I’ve been trying to get my head around last week’s break in, but I’ve had a few stumbling blocks. It certainly could have been worse, I tell myself. Thank goodness J. and I weren’t home so neither of us got hurt. I’m so relieved that Jelly was in her crate or who knows what the bad guy might have done to her. Our home could have been left in greater disarray, and a lot more of our possessions could have vanished. And hopefully soon, insurance will address the damaged door and frame so we can rid ourselves of the 2 x 4 currently securing us inside.
Who cares about a stolen iPad that was so old it crashed all the time? The replacement, which we bought this weekend, is quite a step up. Booze is easy to replenish too. I can buy another knapsack–a constant companion on my last several vacations–and a new pillow case. All that is just stuff.
Would we be sailing through this had we lost our television or computer, items that we didn’t have the same connection to and that could easily have been replaced? Stuff that’s just stuff? Maybe. Unfortunately, what we’ve lost is much more special than that. It’s not the monetary value of what the bad guy took; it’s the meaning and memories associated with it. Recreating a list of these lost items for our insurance company has not been easy. Sure, we will receive some money to cover the losses, but what we’ve lost isn’t replaceable. Can anyone put a price on sentimental value? I can’t.
Our jewellery is part of us and our history. Anyone who knows me knows I’m not adorned with jewels daily, but what I had I cherished and wore on special occasions. J. adorned herself every day, however. Each morning, just before she’d leave for work, J. would dip in to her jewelry box to find something to go with her outfit for the day. And because she has a remarkable memory, her selection would take her back to where she was and what she was doing at the moment she acquired that piece. There were so many associations with trips and special occasions and there were beautiful finds in unlikely places in those jewelry boxes.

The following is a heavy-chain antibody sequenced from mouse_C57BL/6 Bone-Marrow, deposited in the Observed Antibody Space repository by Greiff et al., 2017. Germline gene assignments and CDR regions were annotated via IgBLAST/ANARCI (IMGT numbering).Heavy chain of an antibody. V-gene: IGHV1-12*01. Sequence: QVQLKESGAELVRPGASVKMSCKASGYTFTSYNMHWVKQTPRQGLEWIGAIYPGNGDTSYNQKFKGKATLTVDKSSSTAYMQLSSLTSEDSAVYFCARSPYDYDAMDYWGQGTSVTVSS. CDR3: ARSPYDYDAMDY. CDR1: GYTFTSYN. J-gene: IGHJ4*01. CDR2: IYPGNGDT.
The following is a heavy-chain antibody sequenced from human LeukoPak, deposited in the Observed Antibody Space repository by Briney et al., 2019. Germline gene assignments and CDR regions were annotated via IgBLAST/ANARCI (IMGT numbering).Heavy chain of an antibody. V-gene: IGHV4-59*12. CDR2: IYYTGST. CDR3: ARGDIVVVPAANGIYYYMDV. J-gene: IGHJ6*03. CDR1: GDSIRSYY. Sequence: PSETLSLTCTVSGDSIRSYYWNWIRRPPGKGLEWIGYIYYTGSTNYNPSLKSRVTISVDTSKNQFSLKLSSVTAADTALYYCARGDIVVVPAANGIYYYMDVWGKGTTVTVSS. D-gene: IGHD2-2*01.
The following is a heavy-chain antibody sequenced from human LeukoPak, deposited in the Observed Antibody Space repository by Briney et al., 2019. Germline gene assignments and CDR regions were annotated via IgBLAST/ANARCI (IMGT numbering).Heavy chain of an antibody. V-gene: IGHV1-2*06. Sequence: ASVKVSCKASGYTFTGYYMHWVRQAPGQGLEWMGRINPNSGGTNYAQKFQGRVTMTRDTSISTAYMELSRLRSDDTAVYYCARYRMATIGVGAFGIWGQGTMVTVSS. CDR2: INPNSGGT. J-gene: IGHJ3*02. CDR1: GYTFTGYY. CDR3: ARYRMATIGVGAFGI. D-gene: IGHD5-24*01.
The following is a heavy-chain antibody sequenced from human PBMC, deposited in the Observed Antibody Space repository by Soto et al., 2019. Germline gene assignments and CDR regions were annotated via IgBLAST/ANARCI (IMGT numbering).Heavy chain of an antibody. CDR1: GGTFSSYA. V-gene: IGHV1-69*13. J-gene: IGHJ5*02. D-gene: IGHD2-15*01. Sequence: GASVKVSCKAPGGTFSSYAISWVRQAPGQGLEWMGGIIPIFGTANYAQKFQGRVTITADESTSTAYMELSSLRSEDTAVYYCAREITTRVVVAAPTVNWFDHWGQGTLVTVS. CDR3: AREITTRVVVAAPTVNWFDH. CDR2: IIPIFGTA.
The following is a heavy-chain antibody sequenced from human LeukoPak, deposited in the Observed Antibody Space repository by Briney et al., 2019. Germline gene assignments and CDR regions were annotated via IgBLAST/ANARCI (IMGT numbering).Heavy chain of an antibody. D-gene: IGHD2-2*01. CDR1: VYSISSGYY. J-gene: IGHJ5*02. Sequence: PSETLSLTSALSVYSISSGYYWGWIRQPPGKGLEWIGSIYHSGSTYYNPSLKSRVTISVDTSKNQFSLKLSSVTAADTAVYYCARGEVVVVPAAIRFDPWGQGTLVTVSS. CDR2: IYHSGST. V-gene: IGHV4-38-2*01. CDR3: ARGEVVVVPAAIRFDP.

If I didn’t have cancer, if it hadn’t been such a stressful year, if we weren’t unable to travel, would our losses feel so huge? Probably not. Now that we’ve lost these precious items, how much time do we have to create new memories? I’m trying not to think about that.
Thankfully, J. and I are solid in a crisis, and we can count on one another for support. Visiting sleazy pawn shops and flea markets would be a lot harder on our own. Nothing has turned up yet but you can bet if it does, we’ll find it. Detective Annie is on the case, and Kijiji is my new bestie. I’m not especially hopeful that we’ll find anything, and at some point, I’ll probably give up the search, but I’m not ready to do that yet. Neither is J., who is, by nature, a persistent little brat. I do love her for that.